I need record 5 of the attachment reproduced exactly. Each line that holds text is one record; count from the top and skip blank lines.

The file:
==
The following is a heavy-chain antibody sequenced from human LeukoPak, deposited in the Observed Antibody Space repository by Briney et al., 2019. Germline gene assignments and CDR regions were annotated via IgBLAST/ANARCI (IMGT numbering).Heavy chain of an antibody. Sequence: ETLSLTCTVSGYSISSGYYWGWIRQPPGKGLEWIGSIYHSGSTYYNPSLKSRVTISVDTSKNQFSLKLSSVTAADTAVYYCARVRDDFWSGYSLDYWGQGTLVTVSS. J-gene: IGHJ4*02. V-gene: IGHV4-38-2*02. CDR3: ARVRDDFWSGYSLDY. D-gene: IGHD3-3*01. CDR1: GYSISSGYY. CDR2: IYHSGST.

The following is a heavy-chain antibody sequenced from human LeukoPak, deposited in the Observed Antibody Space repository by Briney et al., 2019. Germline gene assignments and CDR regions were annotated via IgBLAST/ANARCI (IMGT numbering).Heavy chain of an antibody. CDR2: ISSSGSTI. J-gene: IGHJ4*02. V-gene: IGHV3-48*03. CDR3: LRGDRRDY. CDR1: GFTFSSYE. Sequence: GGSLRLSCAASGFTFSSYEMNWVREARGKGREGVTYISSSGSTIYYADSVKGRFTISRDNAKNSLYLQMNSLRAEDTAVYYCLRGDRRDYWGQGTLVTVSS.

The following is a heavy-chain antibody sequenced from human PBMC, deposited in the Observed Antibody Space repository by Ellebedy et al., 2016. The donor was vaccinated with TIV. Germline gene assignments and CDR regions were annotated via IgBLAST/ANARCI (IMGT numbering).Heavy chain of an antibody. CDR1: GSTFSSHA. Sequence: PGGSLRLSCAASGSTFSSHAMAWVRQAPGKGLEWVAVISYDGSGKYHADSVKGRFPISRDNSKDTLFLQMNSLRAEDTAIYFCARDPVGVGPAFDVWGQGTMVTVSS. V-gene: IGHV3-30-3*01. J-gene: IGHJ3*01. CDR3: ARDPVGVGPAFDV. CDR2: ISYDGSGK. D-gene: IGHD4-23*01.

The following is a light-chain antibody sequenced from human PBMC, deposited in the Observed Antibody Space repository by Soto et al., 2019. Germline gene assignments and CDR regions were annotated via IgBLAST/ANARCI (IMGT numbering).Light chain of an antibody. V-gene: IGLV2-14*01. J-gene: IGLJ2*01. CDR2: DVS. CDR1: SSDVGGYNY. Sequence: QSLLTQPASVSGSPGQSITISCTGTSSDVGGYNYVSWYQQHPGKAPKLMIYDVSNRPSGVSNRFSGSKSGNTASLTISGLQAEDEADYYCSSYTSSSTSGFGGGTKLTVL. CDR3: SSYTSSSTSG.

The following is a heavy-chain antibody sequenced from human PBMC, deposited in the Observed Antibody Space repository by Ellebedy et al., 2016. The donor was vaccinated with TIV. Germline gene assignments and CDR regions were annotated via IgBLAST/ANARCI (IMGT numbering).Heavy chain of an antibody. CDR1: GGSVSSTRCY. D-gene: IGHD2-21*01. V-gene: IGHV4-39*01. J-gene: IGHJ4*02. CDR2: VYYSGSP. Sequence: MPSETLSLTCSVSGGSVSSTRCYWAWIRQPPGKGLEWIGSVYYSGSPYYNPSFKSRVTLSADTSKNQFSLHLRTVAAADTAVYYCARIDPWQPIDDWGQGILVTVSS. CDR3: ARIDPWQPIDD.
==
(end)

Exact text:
The following is a heavy-chain antibody sequenced from human PBMC, deposited in the Observed Antibody Space repository by Ellebedy et al., 2016. The donor was vaccinated with TIV. Germline gene assignments and CDR regions were annotated via IgBLAST/ANARCI (IMGT numbering).Heavy chain of an antibody. CDR1: GGSVSSTRCY. D-gene: IGHD2-21*01. V-gene: IGHV4-39*01. J-gene: IGHJ4*02. CDR2: VYYSGSP. Sequence: MPSETLSLTCSVSGGSVSSTRCYWAWIRQPPGKGLEWIGSVYYSGSPYYNPSFKSRVTLSADTSKNQFSLHLRTVAAADTAVYYCARIDPWQPIDDWGQGILVTVSS. CDR3: ARIDPWQPIDD.